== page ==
Yeah, okay, I went there. I'm not sure I want to, but as this OSR thing keeps rolling on, it's going to become a bigger and bigger question. Clearly, D&D, Traveler, Rune Quest, early versions of GURPS, Star Frontiers, and similar games are all old-school. Are there games from the '70s and early '80s that are not old-school? Are their new and original games that are? Exactly how far can Raggi go with his alterations to the basic D&D chassis and still be able to call his games old-school?
I ask this because I think the OSR is about to turn a corner. Most of what we've seen up until now has been attempts at faithful re-creation of the old games. There have been notable exceptions, including X-plorers, Mazes & Minotaurs, and possibly Mutant Future. But I think we're about to start seeing a number of games that are not so faithful to the mechanics of the games of yesteryear. I think we're about to start seeing games that try to capture the spirit of old-school while striking out much further afield in terms of mechanics.
The OSR is getting very playful. For instance, there are things like Zak's map of an inn run by a medusa and Raggi's excellent character sheets and encumbrance system. We are seeing a lot more tweaking of rules to support emergent play from long-term gaming, especially in terms of reward systems and balance issues. And there is, as always, just the usual playing with the aesthetics, especially with things like magic systems.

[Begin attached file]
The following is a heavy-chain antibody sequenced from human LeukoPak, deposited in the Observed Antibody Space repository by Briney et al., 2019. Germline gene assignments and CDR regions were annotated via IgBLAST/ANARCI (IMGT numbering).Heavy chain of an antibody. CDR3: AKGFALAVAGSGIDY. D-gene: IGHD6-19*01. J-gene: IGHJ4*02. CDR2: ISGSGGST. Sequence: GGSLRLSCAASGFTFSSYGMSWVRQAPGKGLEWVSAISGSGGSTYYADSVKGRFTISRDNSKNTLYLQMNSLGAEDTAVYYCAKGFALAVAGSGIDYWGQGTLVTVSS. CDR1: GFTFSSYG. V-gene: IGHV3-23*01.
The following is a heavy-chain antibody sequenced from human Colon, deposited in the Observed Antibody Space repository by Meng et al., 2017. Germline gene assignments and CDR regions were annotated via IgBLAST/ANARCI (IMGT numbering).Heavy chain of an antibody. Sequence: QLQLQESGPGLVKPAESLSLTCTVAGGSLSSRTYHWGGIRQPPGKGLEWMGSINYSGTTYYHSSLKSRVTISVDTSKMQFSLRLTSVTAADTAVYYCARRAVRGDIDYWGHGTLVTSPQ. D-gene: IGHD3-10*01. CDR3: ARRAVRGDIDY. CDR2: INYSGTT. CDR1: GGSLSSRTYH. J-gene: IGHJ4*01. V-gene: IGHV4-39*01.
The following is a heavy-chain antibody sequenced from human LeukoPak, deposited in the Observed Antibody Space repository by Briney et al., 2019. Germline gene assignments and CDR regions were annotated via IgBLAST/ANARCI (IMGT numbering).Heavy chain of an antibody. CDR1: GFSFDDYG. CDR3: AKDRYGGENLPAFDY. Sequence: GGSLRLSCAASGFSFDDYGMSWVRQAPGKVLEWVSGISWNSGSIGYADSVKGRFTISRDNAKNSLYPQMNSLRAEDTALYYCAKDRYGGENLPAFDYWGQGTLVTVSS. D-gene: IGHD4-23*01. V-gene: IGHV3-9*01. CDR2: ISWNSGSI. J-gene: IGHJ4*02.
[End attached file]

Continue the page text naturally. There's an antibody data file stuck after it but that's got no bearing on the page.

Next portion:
And I'm seeing a lot of stuff around the edges of the OSR that looks like brand new games with inventive new mechanics, things like the work of the Evil DM, Barbarians of Lemuria, Warriors of the Red Planet, The Metal Earth, and others. Even WotC is clearly trying to get its old-school on with its random character generation and frequent deaths in the new Gamma World game.
now I could just launch into what I think an OSR game is, and I kinda sorta almost did that I when attempted to define neo-classical gaming, but let's be honest here: any definition from me is going to be heavily influenced by the Silver Age and my love of verisimilitude. And I'm pretty certain that's far too limiting. The OSR so far has easily bridged the Gold and Silver Ages, and maybe even a bit of the Bronze as well.
So I toss this out to you: what are the bare minimum attributes of an old-school game? I'm tempted to say any true answer cannot be as specific as, "it must include random character generation." I think that gets too specific. I think the true answer has more to do with goals and attitudes than techniques and tools. But maybe that is too slippery. So what do you think?